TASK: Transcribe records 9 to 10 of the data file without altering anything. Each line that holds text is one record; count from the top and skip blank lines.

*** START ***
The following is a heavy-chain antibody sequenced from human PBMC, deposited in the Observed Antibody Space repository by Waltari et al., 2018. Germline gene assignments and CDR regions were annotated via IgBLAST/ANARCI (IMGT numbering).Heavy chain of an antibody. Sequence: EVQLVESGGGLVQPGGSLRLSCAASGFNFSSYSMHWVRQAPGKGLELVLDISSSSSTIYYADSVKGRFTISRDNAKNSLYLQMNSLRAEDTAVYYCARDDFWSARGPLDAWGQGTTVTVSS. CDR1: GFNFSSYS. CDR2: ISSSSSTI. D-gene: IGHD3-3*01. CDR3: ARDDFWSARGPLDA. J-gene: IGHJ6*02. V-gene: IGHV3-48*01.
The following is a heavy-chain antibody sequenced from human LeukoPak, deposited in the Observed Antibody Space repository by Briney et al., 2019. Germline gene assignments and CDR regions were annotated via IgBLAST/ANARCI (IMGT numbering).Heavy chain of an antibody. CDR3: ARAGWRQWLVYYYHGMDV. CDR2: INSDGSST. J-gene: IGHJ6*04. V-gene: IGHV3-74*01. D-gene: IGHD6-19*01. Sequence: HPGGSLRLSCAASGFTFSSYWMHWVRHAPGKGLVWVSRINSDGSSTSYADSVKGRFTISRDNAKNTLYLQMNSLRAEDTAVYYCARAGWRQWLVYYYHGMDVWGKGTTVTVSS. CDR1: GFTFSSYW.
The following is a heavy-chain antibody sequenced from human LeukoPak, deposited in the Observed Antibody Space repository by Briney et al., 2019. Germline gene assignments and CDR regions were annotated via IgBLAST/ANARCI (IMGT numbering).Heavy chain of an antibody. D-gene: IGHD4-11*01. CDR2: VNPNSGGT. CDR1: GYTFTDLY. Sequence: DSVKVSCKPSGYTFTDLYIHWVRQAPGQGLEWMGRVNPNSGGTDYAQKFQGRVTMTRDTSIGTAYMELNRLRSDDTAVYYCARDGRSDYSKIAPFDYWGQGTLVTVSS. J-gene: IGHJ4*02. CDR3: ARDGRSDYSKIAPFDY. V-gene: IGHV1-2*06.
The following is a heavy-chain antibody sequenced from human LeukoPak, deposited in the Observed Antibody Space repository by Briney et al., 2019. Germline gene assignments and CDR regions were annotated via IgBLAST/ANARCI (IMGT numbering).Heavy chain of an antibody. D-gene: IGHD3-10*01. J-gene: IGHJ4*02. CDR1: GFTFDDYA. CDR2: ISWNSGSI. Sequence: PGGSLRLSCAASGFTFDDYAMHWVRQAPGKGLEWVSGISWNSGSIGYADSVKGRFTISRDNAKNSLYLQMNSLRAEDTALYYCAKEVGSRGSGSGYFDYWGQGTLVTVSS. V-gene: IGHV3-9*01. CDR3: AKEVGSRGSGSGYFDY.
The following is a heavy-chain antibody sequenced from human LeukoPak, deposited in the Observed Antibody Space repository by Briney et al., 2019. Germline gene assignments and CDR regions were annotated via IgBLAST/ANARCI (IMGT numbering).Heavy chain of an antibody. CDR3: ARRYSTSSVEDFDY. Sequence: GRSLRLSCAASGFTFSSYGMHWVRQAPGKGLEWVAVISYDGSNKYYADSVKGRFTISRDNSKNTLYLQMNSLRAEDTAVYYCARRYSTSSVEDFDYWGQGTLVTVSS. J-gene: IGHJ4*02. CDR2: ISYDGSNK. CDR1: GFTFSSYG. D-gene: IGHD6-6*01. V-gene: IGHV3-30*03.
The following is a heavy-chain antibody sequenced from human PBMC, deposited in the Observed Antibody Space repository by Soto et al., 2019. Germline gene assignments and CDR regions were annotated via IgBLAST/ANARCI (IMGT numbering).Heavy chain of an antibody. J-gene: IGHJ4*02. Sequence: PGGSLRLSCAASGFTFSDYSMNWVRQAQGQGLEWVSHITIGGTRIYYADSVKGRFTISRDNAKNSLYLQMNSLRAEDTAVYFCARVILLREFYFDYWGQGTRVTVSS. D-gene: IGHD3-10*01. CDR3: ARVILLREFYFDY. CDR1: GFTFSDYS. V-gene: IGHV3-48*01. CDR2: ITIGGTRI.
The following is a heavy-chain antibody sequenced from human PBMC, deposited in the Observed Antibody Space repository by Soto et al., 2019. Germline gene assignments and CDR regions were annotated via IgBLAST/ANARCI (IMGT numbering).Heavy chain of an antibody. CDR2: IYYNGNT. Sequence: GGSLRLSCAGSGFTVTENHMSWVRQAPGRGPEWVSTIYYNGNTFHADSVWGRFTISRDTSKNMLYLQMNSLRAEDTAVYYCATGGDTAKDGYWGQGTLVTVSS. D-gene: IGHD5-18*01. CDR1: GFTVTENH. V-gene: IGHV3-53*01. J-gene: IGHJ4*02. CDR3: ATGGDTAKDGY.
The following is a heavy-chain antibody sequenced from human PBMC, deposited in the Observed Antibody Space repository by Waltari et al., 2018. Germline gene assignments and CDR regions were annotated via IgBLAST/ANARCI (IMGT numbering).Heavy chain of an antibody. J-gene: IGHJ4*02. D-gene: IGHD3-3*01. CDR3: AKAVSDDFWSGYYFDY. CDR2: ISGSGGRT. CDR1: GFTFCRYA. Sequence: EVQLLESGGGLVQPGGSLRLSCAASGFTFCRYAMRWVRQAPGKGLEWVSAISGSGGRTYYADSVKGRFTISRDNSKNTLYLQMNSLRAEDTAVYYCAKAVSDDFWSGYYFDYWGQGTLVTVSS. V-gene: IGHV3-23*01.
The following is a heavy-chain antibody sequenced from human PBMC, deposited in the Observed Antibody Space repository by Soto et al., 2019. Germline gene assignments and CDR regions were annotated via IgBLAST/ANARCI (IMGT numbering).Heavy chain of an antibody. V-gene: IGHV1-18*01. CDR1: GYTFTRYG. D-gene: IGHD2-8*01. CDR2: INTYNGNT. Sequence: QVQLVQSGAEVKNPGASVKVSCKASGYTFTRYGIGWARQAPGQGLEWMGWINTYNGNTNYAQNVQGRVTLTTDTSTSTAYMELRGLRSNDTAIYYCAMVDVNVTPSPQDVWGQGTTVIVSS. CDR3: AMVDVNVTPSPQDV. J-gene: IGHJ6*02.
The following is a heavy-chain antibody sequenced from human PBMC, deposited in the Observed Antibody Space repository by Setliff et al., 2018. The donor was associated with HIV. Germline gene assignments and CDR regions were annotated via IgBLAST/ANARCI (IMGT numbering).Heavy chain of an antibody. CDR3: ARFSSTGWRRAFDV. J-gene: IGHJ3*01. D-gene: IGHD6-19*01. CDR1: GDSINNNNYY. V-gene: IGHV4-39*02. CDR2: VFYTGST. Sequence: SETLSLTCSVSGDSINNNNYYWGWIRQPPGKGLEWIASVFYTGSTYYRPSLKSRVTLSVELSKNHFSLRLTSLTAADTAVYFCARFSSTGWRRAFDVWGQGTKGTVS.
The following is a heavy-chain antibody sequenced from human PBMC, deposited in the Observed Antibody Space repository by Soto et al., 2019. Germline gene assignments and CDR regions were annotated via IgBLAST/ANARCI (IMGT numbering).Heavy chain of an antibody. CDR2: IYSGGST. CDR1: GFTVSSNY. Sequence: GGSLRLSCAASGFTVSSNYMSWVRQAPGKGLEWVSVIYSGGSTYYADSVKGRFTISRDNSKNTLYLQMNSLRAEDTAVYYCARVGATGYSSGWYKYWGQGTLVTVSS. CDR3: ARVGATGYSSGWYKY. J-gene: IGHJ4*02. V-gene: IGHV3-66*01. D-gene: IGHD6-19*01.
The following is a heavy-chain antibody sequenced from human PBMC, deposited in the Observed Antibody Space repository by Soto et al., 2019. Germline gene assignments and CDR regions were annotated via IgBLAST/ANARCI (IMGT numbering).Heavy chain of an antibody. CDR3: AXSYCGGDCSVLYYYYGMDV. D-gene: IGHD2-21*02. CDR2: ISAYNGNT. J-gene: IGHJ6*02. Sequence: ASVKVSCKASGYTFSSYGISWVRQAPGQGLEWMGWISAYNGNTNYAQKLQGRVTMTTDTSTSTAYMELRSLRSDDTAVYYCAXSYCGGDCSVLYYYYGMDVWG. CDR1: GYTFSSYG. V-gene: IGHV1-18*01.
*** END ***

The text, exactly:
The following is a heavy-chain antibody sequenced from human PBMC, deposited in the Observed Antibody Space repository by Soto et al., 2019. Germline gene assignments and CDR regions were annotated via IgBLAST/ANARCI (IMGT numbering).Heavy chain of an antibody. V-gene: IGHV1-18*01. CDR1: GYTFTRYG. D-gene: IGHD2-8*01. CDR2: INTYNGNT. Sequence: QVQLVQSGAEVKNPGASVKVSCKASGYTFTRYGIGWARQAPGQGLEWMGWINTYNGNTNYAQNVQGRVTLTTDTSTSTAYMELRGLRSNDTAIYYCAMVDVNVTPSPQDVWGQGTTVIVSS. CDR3: AMVDVNVTPSPQDV. J-gene: IGHJ6*02.
The following is a heavy-chain antibody sequenced from human PBMC, deposited in the Observed Antibody Space repository by Setliff et al., 2018. The donor was associated with HIV. Germline gene assignments and CDR regions were annotated via IgBLAST/ANARCI (IMGT numbering).Heavy chain of an antibody. CDR3: ARFSSTGWRRAFDV. J-gene: IGHJ3*01. D-gene: IGHD6-19*01. CDR1: GDSINNNNYY. V-gene: IGHV4-39*02. CDR2: VFYTGST. Sequence: SETLSLTCSVSGDSINNNNYYWGWIRQPPGKGLEWIASVFYTGSTYYRPSLKSRVTLSVELSKNHFSLRLTSLTAADTAVYFCARFSSTGWRRAFDVWGQGTKGTVS.